Binding in Germanic  

Eric Reuland and Martin Everaert

All languages have expressions, typically pronominals and anaphors, that may or must depend for their interpretation on another expression, their antecedent. When such a dependency is subject to structural conditions, it reflects binding. Although there is considerable variation in binding patterns cross-linguistically, in fact, variation is along a limited set of parameters. The Germanic languages exemplify some of the main factors involved. In Germanic, third-person pronominals generally do not allow binding by a co-argument. However, in Frisian and Afrikaans, they do, being embedded in a richer structure than meets the eye. In Continental West Germanic and Scandinavian, anaphors come in two types: simplex anaphors (SE-anaphors)—deficient for number and gender—and complex anaphors (SELF-anaphors). These typically consist of a pronominal or SE-anaphor combined with an element like Dutch zelf ‘self’ or one of its cognates. In all the Germanic languages SELF-anaphors are bound in their local domain—approximately the domain of their nearest subject—except in a few identifiable positions, where they are interpreted logophorically. That is, they accept a non-local antecedent, provided this element holds the perspective of the sentence. The distribution of SE-anaphors involves three different conditions. First, they can be bound by a co-argument only if the verb belongs to a restricted class, which allows syntactic detransitivization. Second, in general, SE-anaphors allow non-local binding. But the conditions differ among subgroups. In Dutch and German, they can only be bound non-locally when contained in a causative or perception verb complement or a small clause. In Mainland Scandinavian, non-local binding is, in principle, available to all infinitival clauses (subject to some dialectal variation). For instance, in some varieties of Norwegian, referentiality of intervening subjects restricts binding; in other varieties, the restricting factor is not “finiteness” but “being specified for tense.” Third, in Icelandic long-distance antecedents beyond the infinitival domain are licensed by a subjunctive, together with the requirement that the antecedent holds the perspective. Faroese largely patterns like Icelandic, although lacking a subjunctive. However, the class of verbs that allow this pattern coincides with the class of verbs in Icelandic that have a subjunctive complement. Non-local binding of SE-anaphors is sensitive to the requirement that the antecedent be animate, but the languages show differences in the details. Unlike the West Germanic languages, the Scandinavian languages all have a possessive reflexive in third person. In general, their distribution appears to be quite close to that of SE-anaphors, but this is subject to dialectal variation, with various differences in the details.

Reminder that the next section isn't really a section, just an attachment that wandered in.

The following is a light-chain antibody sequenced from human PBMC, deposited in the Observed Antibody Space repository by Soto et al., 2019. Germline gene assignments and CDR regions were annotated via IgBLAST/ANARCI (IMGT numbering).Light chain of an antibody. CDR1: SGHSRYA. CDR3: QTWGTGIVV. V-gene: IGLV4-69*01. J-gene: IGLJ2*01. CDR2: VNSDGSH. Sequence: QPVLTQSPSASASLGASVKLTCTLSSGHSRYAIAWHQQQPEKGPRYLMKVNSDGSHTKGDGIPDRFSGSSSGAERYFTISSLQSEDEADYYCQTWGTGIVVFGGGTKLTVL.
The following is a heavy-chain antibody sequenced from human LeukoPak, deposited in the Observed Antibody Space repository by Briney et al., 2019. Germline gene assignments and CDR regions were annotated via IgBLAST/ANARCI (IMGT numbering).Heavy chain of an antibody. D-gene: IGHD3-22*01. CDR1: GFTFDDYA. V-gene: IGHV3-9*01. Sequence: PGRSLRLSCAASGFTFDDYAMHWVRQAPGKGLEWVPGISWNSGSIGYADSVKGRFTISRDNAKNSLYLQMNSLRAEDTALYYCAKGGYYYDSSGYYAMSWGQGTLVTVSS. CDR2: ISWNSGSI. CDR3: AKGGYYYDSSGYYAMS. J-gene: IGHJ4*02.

Case Markers in Indo-Aryan  

Miriam Butt

Indo-Aryan languages have the longest documented historical record, with the earliest attested texts going back to 1900 bce. Old Indo-Aryan (Vedic, Sanskrit) had an inflectional case-marking system where nominatives functioned as subjects. Objects could be realized via several different case markers (depending on semantic and structural factors), but not the nominative. This inflectional system was lost over the course of several centuries during Middle Indo-Aryan, resulting in just a nominative–oblique inflectional distinction. The New Indo-Aryan languages innovated case markers and developed new case-marking systems. Like in Old Indo-Aryan, case is systematically used to express semantic differences via differential object marking constructions. However, unlike in Old Indo-Aryan, many of the New Indo-Aryan languages are ergative and all allow for non-nominative subjects, most prominently for experiencer subjects. Objects, on the other hand, can now also be unmarked (nominative), usually participating in differential object marking. The case-marking patterns within New Indo-Aryan and across time have given rise to a number of debates and analyses. The most prominent of these include issues of case alignment and language change, the distribution of ergative vs. accusative vs. nominative case, and discussions of markedness and differential case marking.



Francisco Ordóñez